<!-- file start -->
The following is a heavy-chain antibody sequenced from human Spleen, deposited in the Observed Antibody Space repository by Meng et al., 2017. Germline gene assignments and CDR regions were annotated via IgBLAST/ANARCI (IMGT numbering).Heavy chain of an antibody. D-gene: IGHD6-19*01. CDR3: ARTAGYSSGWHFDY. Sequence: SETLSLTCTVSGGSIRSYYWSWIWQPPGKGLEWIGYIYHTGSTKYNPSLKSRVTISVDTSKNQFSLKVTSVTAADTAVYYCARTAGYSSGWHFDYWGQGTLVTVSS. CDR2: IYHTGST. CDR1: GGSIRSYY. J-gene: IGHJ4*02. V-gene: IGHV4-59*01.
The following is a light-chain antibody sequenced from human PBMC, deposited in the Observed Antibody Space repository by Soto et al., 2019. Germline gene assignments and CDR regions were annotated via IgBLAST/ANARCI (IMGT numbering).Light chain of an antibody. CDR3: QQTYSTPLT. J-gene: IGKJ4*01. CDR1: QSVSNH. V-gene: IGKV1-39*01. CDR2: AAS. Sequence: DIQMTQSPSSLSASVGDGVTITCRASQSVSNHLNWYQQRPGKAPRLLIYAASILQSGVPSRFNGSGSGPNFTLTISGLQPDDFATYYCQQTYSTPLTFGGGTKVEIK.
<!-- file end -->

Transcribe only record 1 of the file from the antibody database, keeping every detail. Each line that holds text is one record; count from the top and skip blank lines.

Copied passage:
The following is a heavy-chain antibody sequenced from human Spleen, deposited in the Observed Antibody Space repository by Meng et al., 2017. Germline gene assignments and CDR regions were annotated via IgBLAST/ANARCI (IMGT numbering).Heavy chain of an antibody. D-gene: IGHD6-19*01. CDR3: ARTAGYSSGWHFDY. Sequence: SETLSLTCTVSGGSIRSYYWSWIWQPPGKGLEWIGYIYHTGSTKYNPSLKSRVTISVDTSKNQFSLKVTSVTAADTAVYYCARTAGYSSGWHFDYWGQGTLVTVSS. CDR2: IYHTGST. CDR1: GGSIRSYY. J-gene: IGHJ4*02. V-gene: IGHV4-59*01.